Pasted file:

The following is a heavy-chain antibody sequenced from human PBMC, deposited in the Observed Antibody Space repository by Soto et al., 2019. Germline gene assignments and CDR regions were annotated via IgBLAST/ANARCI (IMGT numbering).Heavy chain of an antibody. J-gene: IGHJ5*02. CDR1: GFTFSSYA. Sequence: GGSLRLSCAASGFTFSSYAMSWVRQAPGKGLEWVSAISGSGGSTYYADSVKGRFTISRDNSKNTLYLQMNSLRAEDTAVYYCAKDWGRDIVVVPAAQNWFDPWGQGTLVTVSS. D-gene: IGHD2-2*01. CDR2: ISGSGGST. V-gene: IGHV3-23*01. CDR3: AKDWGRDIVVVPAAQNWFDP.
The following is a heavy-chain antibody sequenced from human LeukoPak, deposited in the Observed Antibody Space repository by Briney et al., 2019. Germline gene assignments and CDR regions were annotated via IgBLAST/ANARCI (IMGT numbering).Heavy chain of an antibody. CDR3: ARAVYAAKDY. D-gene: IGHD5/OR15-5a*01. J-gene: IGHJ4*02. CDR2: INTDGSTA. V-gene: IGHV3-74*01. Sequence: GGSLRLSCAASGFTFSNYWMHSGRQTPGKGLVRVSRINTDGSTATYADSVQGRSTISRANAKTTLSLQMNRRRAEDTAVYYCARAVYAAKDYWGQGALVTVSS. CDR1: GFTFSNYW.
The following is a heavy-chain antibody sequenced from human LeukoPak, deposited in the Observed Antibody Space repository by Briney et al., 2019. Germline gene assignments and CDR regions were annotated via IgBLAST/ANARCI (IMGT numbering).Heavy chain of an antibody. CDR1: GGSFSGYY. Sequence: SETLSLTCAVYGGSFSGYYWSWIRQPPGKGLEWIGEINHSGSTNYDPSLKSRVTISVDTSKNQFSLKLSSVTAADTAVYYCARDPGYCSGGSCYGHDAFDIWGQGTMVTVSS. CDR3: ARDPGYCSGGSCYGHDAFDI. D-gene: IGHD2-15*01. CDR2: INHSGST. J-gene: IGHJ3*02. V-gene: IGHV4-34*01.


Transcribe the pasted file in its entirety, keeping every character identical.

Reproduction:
The following is a heavy-chain antibody sequenced from human PBMC, deposited in the Observed Antibody Space repository by Soto et al., 2019. Germline gene assignments and CDR regions were annotated via IgBLAST/ANARCI (IMGT numbering).Heavy chain of an antibody. J-gene: IGHJ5*02. CDR1: GFTFSSYA. Sequence: GGSLRLSCAASGFTFSSYAMSWVRQAPGKGLEWVSAISGSGGSTYYADSVKGRFTISRDNSKNTLYLQMNSLRAEDTAVYYCAKDWGRDIVVVPAAQNWFDPWGQGTLVTVSS. D-gene: IGHD2-2*01. CDR2: ISGSGGST. V-gene: IGHV3-23*01. CDR3: AKDWGRDIVVVPAAQNWFDP.
The following is a heavy-chain antibody sequenced from human LeukoPak, deposited in the Observed Antibody Space repository by Briney et al., 2019. Germline gene assignments and CDR regions were annotated via IgBLAST/ANARCI (IMGT numbering).Heavy chain of an antibody. CDR3: ARAVYAAKDY. D-gene: IGHD5/OR15-5a*01. J-gene: IGHJ4*02. CDR2: INTDGSTA. V-gene: IGHV3-74*01. Sequence: GGSLRLSCAASGFTFSNYWMHSGRQTPGKGLVRVSRINTDGSTATYADSVQGRSTISRANAKTTLSLQMNRRRAEDTAVYYCARAVYAAKDYWGQGALVTVSS. CDR1: GFTFSNYW.
The following is a heavy-chain antibody sequenced from human LeukoPak, deposited in the Observed Antibody Space repository by Briney et al., 2019. Germline gene assignments and CDR regions were annotated via IgBLAST/ANARCI (IMGT numbering).Heavy chain of an antibody. CDR1: GGSFSGYY. Sequence: SETLSLTCAVYGGSFSGYYWSWIRQPPGKGLEWIGEINHSGSTNYDPSLKSRVTISVDTSKNQFSLKLSSVTAADTAVYYCARDPGYCSGGSCYGHDAFDIWGQGTMVTVSS. CDR3: ARDPGYCSGGSCYGHDAFDI. D-gene: IGHD2-15*01. CDR2: INHSGST. J-gene: IGHJ3*02. V-gene: IGHV4-34*01.